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Apple's iPad: Seeding a next-gen voting machine?

A handful of iPads are being used in Oregon to help citizens vote for their favorite candidates.

A handful of voters in Oregon are using iPads to help them place votes today as part of a plan by the state to determine whether the tablet could eventually be used as a voting system.

According to the Associated Press, which first reported on the effort, Apple donated five iPads to Oregon to help workers in five counties make it easier for voters with disabilities to place their ballots. Election officials are visiting nursing homes, community centers, and other locations to find voters that need some assistance.

The process to place a vote seems quite simple. The election officials bring up an application that Oregon developed for $75,000 that lists all the candidates in the primary election to replace U.S. Rep. David Wu. Upon making their choice, the voters then print out the ballot on portable printers, sign it, and send it off to the board of elections for counting. So, while the iPads aren't being used as voting machines, they are facilitating the act of voting.

Oregon's decision to rely upon the iPad to help voters will inevitably bring up concerns over the security of electronic-voting machines.

In 2007, computer scientists successfully hacked California e-voting machines, allowing them to change votes however they saw fit. During the 2008 election, concerns cropped up among both politicians and security experts over the reliability of e-voting machines, prompting some states to abandon touch-screen voting systems altogether.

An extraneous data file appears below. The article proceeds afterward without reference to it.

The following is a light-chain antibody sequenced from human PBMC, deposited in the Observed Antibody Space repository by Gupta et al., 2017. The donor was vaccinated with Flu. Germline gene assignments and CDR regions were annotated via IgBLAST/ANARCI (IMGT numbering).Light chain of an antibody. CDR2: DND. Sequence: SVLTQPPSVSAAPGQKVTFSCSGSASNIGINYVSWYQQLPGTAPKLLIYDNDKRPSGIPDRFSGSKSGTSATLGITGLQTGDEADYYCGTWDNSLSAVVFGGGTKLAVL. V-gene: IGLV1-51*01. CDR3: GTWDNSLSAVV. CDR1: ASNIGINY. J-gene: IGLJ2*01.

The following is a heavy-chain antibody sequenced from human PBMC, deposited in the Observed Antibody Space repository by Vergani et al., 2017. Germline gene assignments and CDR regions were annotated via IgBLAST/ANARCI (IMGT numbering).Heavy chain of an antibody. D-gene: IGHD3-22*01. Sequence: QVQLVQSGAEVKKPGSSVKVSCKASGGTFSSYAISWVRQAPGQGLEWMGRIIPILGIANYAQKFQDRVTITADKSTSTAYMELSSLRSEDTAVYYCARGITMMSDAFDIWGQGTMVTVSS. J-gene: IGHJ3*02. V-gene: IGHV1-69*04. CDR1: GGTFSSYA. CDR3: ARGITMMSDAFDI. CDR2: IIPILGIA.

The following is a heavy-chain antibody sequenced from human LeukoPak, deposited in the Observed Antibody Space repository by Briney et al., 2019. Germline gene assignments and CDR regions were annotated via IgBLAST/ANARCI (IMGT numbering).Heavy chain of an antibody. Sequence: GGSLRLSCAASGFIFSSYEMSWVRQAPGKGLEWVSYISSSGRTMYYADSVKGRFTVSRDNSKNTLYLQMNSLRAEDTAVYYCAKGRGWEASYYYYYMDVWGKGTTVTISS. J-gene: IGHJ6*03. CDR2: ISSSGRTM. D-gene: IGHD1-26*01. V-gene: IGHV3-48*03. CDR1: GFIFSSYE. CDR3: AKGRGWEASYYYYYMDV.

Those concerns were bolstered earlier this year when the U.S. Department of Energy's Vulnerability Assessment Team at Argonne Laboratory found that a simple radio frequency remote control can intercept a vote placed through an e-voting machine, and allow the hacker to change the ballot to whatever he or she would like. Worst of all, the issue appears to affect all e-voting machines.

The stakes are high. According to the latest estimates, as much as 25 percent of the voting population next year could be marking their presidential ballots with e-voting machines that are susceptible to that hack.

Whether the iPad might be able to address that issue is not even being considered at this point. However, Oregon told the AP that if its test works well, it could roll out iPads across all the counties in the state. Granted, that rollout will be designed to help voters with disabilities, but could Oregon break down barriers and bring iPads to the broader electorate? If so, it wouldn't be the first time the state has taken a risk with voting: in 1998, Oregon became the first state to conduct its elections by mail.